autism

Shots - Health News
1:25 pm
Thu March 27, 2014

Jump In Autism Cases May Not Mean It's More Prevalent

State numbers on autism probably don't accurately reflect children's health status, researchers say.
iStockphoto

Originally published on Thu March 27, 2014 1:39 pm

The government's latest estimate shows that 1 in 68 children in the U.S. has an autism spectrum disorder. That's a remarkable jump from just two years ago, when the figure was 1 in 88, and an even bigger jump from 2007, when it was just 1 in 150.

But officials at the Centers for Disease Control and Prevention say the agency's skyrocketing estimates don't necessarily mean that kids are more likely to have autism now than they were 10 years ago.

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Military Families
9:34 am
Wed November 27, 2013

Patty Murray Twists Arms Over Military Families' Health Coverage

Josie and Teagan Fort were both prescribed Applied Behavior Analysis, but only one is covered by military insurance.
Gabriel Spitzer KPLU

Some military families can’t get treatment for their children with developmental disabilities, even if it’s prescribed by a doctor. Washington’s senior senator hopes to force a change, even though her efforts have fallen short once before.

The controversy revolves around a therapy called Applied Behavior Analysis, which is widely used to treat children with autism by reinforcing desired behaviors. Tricare, the military insurance provider, does cover it for children diagnosed on the autism spectrum. But the therapy is being prescribed more and more to children with other disabilities, and those populations are not covered.

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Other News
9:32 pm
Tue March 19, 2013

Health officials: 1 in 50 school kids have autism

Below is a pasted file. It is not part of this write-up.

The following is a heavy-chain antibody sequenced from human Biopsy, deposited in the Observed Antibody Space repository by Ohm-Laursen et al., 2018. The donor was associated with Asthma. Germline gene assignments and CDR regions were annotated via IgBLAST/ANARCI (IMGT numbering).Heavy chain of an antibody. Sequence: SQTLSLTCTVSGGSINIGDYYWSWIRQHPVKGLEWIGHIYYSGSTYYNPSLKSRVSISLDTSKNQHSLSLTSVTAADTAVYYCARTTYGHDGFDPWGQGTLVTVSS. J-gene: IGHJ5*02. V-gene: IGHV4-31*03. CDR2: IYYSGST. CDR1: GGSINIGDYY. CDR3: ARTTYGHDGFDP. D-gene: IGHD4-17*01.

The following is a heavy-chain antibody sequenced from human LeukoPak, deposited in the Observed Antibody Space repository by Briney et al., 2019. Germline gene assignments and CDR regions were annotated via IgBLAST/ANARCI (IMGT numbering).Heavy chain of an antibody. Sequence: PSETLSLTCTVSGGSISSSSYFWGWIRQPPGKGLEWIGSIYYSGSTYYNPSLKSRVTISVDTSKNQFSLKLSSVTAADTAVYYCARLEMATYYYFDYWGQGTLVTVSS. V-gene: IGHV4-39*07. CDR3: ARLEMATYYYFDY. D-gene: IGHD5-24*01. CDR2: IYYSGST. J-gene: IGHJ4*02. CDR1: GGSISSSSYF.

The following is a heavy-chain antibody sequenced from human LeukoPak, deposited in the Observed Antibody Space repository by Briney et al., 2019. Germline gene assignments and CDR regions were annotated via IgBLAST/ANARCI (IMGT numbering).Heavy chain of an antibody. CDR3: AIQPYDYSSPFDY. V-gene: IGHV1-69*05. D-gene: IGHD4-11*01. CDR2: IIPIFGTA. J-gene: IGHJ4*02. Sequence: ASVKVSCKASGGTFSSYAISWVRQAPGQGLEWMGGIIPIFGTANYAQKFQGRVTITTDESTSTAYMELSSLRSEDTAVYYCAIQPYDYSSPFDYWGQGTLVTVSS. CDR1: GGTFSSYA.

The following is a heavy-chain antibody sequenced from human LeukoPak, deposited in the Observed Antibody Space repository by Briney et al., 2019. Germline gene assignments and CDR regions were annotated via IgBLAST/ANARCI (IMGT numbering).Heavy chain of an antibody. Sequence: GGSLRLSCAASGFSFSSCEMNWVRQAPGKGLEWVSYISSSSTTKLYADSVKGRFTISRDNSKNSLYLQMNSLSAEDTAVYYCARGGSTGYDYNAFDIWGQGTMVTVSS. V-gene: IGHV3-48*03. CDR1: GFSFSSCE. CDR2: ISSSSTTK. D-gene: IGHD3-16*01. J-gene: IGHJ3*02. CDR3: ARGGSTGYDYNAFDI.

Christopher Astacio reads with his daughter Cristina, 2, recently diagnosed with a mild form of autism, in her bedroom on Wednesday, March 28, 2012 in New York.
Bebeto Matthews Associated Press

A government survey of parents says 1 in 50 U.S. schoolchildren has autism, surpassing another federal estimate for the disorder.

Health officials say the new number doesn't mean autism is occurring more often. But it does suggest that doctors are diagnosing autism more frequently, especially in children with milder problems.

The earlier government estimate of 1 in 88 comes from a study that many consider more rigorous. It looks at medical and school records instead of relying on parents.

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Science
12:27 pm
Thu April 5, 2012

Autism researchers zeroing in on a genetic cause

If the wrong genetic switch gets flipped, it could trigger autism
danmachold flickr

Scientists have been pretty sure autism must begin very early in development, possibly even at the moment a sperm meets an egg. New research, conducted partially in Seattle, supports two interesting theories:

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